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Author Topic: MACI - 6 years on and still doing great!  (Read 13766 times)

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Offline JulianUK

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MACI - 6 years on and still doing great!
« on: January 19, 2010, 08:03:21 PM »
All,

From time to time I pop back to this site to give an update on my progress. I won't bore people with exactly what has happened to my knees over the years but suffice to say that I have had MACI on both knees after years of other op's that all failed.

This last week I have run 5k twice on the treadmill - aversion to ice & falling on concrete! Then I spent two hours indoor climbing with my son, followed by an hour playing competitive badminton with friends on Sunday. Before I had these op's I never would have dreamed i could have achieved what I have this week.

If anyone needs a little encouragement or is feeling apprehensive about this procedure then don't be. Yes I go on about the long rehab and being guarded in the first few months, but looking back now I had good advice, followed it and as active as any other 41yr old I know. I am even starting a back to Hockey course in a couple of weeks!

If you need any advice then happy to give it.

Keep up the leg raises, ice and positive thoughts.

Jules
Julian

Offline Lottiefox

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Re: MACI - 6 years on and still doing great!
« Reply #1 on: January 19, 2010, 10:00:28 PM »
Hi,

Great to hear some good news! ACI/MACI has been suggested as an option for my patella problems - I know patella cartilage is a bummer to get to grow again but results with this seem better than anything else if you're trying to avoid PKR - I wondered where your defects were? Can I also ask where in the UK you had them done? What had failed previously?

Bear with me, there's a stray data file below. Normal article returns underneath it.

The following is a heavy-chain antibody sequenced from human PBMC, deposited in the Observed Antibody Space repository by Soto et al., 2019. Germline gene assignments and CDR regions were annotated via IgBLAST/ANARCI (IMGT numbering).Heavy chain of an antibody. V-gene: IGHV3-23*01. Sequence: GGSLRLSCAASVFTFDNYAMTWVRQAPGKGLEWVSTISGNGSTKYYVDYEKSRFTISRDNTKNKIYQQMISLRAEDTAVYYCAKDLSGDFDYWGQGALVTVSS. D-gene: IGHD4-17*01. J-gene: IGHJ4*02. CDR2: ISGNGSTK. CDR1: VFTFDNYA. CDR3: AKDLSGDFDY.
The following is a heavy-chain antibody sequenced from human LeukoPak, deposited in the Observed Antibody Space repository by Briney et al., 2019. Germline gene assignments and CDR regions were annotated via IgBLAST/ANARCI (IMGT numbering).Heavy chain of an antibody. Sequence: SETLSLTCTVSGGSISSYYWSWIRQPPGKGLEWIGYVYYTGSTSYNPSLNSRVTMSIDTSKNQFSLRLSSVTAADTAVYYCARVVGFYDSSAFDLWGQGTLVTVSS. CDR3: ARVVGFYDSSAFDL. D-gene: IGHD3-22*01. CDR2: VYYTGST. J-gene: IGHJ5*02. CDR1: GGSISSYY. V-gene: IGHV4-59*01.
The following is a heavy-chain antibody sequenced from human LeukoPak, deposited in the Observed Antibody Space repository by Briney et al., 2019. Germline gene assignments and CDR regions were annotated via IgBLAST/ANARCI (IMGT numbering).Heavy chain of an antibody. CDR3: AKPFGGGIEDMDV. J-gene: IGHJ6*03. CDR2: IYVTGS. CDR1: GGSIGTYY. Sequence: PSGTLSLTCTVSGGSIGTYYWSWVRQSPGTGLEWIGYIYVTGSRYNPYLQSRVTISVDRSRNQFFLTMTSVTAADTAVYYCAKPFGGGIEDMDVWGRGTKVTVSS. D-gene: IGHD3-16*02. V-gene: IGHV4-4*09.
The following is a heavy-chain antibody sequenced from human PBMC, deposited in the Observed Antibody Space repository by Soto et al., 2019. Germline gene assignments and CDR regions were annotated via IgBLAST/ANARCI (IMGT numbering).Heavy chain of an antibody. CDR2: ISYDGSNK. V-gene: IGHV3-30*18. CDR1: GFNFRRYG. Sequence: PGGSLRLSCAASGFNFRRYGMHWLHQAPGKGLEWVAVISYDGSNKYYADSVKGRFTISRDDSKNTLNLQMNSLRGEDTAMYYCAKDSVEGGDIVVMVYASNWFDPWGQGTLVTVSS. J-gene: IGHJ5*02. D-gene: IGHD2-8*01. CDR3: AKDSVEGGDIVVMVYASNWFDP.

Really encouraged by your story, may your progress and hockey playing go from strength to strength!

Lottie

PS If I go for it, I might well value some insider advice!  ;D
Bilateral patella OA since 2009, no surgeries.
Euflexxa working well x3 to current
Right forefoot CRPS post fusion surgery 2011
Refusing to let the ailing parts stop me....

Offline JulianUK

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Re: MACI - 6 years on and still doing great!
« Reply #2 on: January 21, 2010, 09:22:47 PM »
Hi Lottie,

I had femoral condyle defect in my left leg along with wear to undersurface of patella. I had grafts done to both areas some 6yrs ago. This was the first leg they operated on.
The following year I then had my right done, this time just a defect to my femoral condyle. I had previously had micro-fracture done in both legs and this provided only temporary repair.

In both cases I have had great results and like I said I'm doing really well.

I had my MACI done under Mr.Briggs & Mr.Polloack at Stanmore RNOH.

I was one of the early one's and the rehab protocol was very sketchy. I have seen the one they issue now and it is very good.

If you want to message me direct then please feel free to do so. I have a few people I have provided support to over the years and happy to help people out.

Jules
Julian

Offline GILLHORSE

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Re: MACI - 6 years on and still doing great!
« Reply #3 on: January 30, 2010, 03:55:54 AM »
Hello all,